Health-care solution provider Coretek Services is seeing its hospital customers eschew Spectre and Meltdown patches because of the multimillion-dollar cost of adding new hardware to overcome the up to 40 percent application workload hit to electronic health record systems.
“With a 40 percent reduction in CPU cycles based on Meltdown our customers would have to double their hardware footprint to implement the patch,” said Brian Barnes, director of solution architecture at Coretek, a Farmington Hills, Mich., solution provider that has more than 100 health care customers grappling with the patch update issue. “A customer with 60 servers today would need 100 to 120 if they were to implement that patch. Most of our customers have put a freeze on the patch because they just don’t have the capital budget to acquire the hardware to implement the patch.”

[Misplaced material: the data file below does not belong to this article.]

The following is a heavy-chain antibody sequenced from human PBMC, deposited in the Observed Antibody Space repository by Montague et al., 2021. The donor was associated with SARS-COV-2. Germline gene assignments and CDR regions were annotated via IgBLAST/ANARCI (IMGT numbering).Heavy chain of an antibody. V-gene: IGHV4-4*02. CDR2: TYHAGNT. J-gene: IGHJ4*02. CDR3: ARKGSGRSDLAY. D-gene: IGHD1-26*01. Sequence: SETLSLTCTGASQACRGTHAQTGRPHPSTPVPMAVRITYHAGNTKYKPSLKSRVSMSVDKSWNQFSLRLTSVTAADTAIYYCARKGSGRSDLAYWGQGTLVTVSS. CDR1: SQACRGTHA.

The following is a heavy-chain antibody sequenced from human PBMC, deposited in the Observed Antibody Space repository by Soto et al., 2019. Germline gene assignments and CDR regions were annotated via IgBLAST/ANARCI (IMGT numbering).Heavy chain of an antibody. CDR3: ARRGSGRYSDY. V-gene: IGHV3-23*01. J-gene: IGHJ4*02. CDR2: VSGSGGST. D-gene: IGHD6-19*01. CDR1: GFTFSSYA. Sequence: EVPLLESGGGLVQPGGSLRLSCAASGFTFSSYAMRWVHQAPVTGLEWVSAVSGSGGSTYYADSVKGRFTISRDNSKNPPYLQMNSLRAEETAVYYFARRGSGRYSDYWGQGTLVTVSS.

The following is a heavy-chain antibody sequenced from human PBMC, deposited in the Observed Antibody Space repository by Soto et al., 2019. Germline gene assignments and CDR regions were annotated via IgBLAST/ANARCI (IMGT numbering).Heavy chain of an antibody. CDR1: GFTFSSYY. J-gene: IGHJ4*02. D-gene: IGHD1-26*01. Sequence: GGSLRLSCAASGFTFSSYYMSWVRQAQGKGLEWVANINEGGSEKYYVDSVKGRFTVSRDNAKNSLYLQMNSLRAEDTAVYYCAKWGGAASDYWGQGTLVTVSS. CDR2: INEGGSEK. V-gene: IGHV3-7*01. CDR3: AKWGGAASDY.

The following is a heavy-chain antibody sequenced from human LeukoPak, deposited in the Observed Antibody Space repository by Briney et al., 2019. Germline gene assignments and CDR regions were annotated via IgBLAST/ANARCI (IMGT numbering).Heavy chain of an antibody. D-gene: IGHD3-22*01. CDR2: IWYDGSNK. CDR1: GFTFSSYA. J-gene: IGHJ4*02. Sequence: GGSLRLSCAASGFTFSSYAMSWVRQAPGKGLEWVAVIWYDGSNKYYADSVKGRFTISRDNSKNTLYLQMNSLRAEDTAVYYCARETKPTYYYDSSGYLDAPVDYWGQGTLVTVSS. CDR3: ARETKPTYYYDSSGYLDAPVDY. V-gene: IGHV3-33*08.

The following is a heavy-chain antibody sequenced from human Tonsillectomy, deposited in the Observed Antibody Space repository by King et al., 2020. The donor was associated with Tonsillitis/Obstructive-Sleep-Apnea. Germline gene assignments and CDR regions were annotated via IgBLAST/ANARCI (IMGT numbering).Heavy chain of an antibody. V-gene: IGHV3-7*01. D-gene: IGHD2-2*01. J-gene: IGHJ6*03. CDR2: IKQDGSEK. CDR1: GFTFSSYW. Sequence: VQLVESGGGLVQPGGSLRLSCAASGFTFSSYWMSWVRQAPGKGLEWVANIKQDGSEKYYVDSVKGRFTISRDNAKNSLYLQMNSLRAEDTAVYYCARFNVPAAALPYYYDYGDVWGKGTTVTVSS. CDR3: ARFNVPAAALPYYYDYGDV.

A health-care provider with 60 servers in a redundant data center environment would be looking at adding 40 servers at a cost of $1 million to $3.5 million to compensate for the application workload hit that would come with implementing the patch, said Barnes.
As a consultant, Barnes said he would never recommend that customers avoid required patch updates. The “hope” for customers is that the patch fixes coming down the line will be “better over time,” drastically reducing the application workload performance hit, said Barnes.
So far, there have been no known security breaches or data loss that have resulted from Spectre or Meltdown. “Most health-care customers are betting that will continue to be the case. One advantage the health-care providers have is that a hacker would have to breach already rigorous security software before being able to exploit Spectre or Meltdown, said Barnes.